The C.A.M. Report
Complementary and Alternative Medicine: Fair, Balanced, and to the Point
  • About this web log

    This blog is intended as an objective and dispassionate source of information on the latest CAM research. Since my background is in pharmacy and allopathic medicine, I view all CAM as advancing through the development pipeline to eventually become integrated into mainstream medical practice. Some will succeed while others fail. But all are treated fairly here.

  • About the author

    John Russo, Jr., PharmD, is president of The MedCom Resource, Inc. Previously, he was senior vice president of medical communications at www.Vicus.com, a complementary and alternative medicine website.

  • Common sense considerations

    The material on this weblog is for informational purposes. It is not medical advice or counsel. Be smart, consult your health professional before using CAM.

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    Glucosamine sulfate on hip osteoarthritis

    After 2 years of treatment, glucosamine sulfate had no effect on the symptoms and the progression of hip osteoarthritis, according to researchers from the Netherlands.

    First, the details.

    • 222 patients with hip osteoarthritis who met the American College of Rheumatology criteria for hip osteoarthritis were studied.
    • They all received 2 years of treatment with either 1500 mg of glucosamine sulfate or placebo once daily.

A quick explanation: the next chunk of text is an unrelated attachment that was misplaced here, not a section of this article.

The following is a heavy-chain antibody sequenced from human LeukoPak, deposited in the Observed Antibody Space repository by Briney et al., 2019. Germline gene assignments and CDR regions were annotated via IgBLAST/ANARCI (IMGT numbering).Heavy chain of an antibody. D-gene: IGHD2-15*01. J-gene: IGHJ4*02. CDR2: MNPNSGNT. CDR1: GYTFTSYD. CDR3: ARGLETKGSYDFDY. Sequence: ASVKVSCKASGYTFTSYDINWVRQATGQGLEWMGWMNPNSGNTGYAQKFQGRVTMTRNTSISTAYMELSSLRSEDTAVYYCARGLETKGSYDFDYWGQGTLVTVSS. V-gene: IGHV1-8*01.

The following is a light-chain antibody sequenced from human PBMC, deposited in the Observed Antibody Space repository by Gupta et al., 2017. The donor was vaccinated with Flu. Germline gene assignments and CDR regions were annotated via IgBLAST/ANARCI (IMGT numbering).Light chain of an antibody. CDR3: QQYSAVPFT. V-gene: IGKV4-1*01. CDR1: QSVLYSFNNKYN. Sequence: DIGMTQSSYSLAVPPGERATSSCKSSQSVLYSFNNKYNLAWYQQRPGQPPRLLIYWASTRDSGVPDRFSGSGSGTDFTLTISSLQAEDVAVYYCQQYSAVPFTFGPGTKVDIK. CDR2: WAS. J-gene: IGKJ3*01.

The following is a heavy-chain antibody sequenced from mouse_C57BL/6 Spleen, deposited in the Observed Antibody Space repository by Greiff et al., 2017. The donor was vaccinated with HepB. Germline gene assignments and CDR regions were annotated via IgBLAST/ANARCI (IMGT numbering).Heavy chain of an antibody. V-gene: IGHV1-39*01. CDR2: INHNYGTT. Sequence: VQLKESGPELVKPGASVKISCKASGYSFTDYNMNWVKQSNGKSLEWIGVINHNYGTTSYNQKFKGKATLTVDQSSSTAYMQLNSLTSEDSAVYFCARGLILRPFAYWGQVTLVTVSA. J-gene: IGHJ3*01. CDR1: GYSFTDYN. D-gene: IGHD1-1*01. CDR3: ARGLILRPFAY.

• 20 of these patients had hip replacement during the study.

    And, the results.

    • Overall, WOMAC pain scores and function scores did not differ between the groups.
    • Joint space narrowing also did not differ after 24 months.
    • Only 1 criteria of the disease, based on assumptions in the absence of data, supported a positive effect of glucosamine.

    The bottom line?
    Most studies of glucosamine involve people with knee osteoarthritis. This one studied hip osteoarthritis.

    BioMedicine quotes from the accompanying editorial in the Annals of Internal Medicine where Dr. Johannes Bijlsma from the University Medical Centre in Utrecht, Netherlands writes, “This study is not definitive. This is the first one specific on hip osteoarthritis, and only subgroups of patients improved. So, no confirmation, but no refuting either.”

    2/19/08 10:06 JR

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